Special Report: Suicidal Thoughts Resulting in “The Final Journey”
Contact the National Suicide Prevention Hotline at 1-800-273-8255 (TALK)
LAKE COUNTY, Minn. – It’s one word surrounded by stigma and often never discussed — Suicide.
Nationally, the number of people taking their lives continues to dramatically rise year-after-year.
So how do the numbers break down locally? The number of suicides reported along the North Shore of Minnesota have spiked over the past ten years.
Many people have come from the Twin Cities Metro area, or even out of state.
“In 1999 we ended up with three, and since then it’s at least one a year if not more. It’s been up to five in one year,” said Lake County Sheriff Carey Johnson.
Johnson is no stranger to the North Shore of the great Gitche Gumee.
“It’s a beautiful location, beautiful view,” said Johnson.
Countless nooks and crannies encompass his county, from the Canadian border to the quaint communities of Two Harbors and Silver Bay.
“There’s a requirement now that our officers do have mental health training and more mental health training than ever required before,” said Johnson.
Over the past 14 years of Johnson’s career, the natural beauty of the shore hasn’t changed, but the national mental health crisis is washing ashore.
“What I think is that these folks are distancing themselves from where they’re at, where their problems are at and/or from the people who are going to recognize that,” said Johnson.
Johnson is referencing the dozens of people who have ventured north on their final journey.
“I think this affects our responding people, the responding officers,” said Johnson.
A grim reality outlined by data collected over the course of nearly three decades.
19 suicides by folks residing elsewhere have been reported in Lake County since data was first collected nearly three decades ago.
“We have people that will call and say hey there’s a vehicle parked here,” said Johnson.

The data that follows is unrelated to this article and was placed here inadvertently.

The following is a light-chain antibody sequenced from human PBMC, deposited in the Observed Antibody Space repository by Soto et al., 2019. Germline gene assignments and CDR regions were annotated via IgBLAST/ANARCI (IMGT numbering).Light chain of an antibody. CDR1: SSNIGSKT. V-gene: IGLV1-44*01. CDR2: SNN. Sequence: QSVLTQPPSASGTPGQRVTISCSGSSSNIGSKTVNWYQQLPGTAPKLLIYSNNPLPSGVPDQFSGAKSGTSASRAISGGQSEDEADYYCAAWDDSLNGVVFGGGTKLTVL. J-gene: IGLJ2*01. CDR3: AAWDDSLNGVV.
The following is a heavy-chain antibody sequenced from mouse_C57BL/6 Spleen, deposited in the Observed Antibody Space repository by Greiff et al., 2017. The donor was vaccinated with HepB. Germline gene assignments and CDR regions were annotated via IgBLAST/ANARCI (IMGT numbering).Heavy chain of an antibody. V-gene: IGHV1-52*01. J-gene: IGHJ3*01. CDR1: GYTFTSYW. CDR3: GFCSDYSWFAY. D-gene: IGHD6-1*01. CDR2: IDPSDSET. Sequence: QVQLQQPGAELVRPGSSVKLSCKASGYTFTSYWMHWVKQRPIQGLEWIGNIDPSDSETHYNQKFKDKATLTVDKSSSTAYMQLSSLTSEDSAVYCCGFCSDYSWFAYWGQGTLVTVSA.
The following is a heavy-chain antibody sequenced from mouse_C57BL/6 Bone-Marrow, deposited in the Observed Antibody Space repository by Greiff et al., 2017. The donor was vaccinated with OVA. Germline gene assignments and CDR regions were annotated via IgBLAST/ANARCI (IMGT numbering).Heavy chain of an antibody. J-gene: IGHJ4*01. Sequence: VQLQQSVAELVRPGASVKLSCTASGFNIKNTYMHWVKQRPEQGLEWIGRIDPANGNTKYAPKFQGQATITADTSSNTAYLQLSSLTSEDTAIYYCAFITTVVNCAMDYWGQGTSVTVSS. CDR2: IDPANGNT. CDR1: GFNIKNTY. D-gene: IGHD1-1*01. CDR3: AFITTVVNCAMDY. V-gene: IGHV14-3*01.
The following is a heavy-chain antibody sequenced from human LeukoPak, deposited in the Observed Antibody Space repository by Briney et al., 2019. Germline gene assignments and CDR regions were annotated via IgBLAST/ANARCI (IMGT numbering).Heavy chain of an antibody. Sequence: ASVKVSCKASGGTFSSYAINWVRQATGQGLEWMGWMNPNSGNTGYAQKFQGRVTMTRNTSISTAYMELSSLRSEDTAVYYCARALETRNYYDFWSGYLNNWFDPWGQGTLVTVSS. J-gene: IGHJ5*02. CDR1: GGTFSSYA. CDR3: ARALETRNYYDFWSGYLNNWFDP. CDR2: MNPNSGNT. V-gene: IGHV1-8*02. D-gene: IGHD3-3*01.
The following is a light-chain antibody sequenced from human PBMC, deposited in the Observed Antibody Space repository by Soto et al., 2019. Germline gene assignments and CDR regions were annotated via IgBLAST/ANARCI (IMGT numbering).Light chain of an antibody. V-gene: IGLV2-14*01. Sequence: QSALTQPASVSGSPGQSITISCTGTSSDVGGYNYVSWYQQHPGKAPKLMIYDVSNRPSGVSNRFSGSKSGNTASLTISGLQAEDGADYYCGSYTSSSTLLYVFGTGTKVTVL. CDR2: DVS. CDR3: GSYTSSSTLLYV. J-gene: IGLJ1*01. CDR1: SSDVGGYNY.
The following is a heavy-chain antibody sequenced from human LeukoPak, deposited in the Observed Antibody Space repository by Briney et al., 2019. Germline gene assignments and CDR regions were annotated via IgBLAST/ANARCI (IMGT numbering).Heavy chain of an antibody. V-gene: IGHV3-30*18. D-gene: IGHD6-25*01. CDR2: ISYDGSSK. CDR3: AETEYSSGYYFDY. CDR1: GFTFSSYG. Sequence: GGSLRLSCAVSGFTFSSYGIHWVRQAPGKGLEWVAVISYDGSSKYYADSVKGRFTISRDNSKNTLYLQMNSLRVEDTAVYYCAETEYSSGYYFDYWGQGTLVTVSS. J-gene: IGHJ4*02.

This prolonged sign of solitude, prompting residents in the area to alert authorities with the hope of saving a life.
“It takes our rescue members, we have a volunteer rescue squad, ambulance service because we need to be able to be prepared to look for them to begin with,” said Johnson.
Multiple resources racing against time once a routine missing person’s report is filed.
“Whenever you can get them to talk to somebody, it’s a first good step toward saving them,” said Johnson.
But this is not always the light at the end of the tunnel.
“Dawn was a person of causes, everything from working in the inner city of Minneapolis, to the Little Earth,” said Claire Stolee, a resident of Andover, Minnesota.
Stolee and his wife Sandy recently experienced the harsh reality of suicide just a few short months ago.
“Probably the thing that made her most special was her faith,” said Stolee.
The setting to the Stolee’s story, taking place at Palisade Head just north of Silver Bay.
“It is our first time up here since leaving after the search was called off,” said Stolee.
The Stolee’s daughter, Dawn, had a plan. It’s one they believe began taking shape back in 2008.
“Dawn left an obituary; she left the detailed plans for a memorial service,” said Stolee.
This past Christmas Day, the Stolee’s received word their daughter most likely had gone through with her suicide plan, leaving many unanswered questions back on this beautiful earth.
“We don’t know why the North Shore. We do know she loved the area. She and her rescue Pit Bull Naomi would come up here and camp when she just needed some time to herself,” said Stolee.
But on this trip, Naomi would not come with. Only Dawn, along with a final letter to her parents, and her final thoughts surrounded by the serenity of the shore.
“She was a basketball player; she was an athlete, that was her passion,” said Stolee. “She was just tired and couldn’t fight anymore.”
This sweet, caring, compassionate soul, taken too soon due to a battle with mental illness.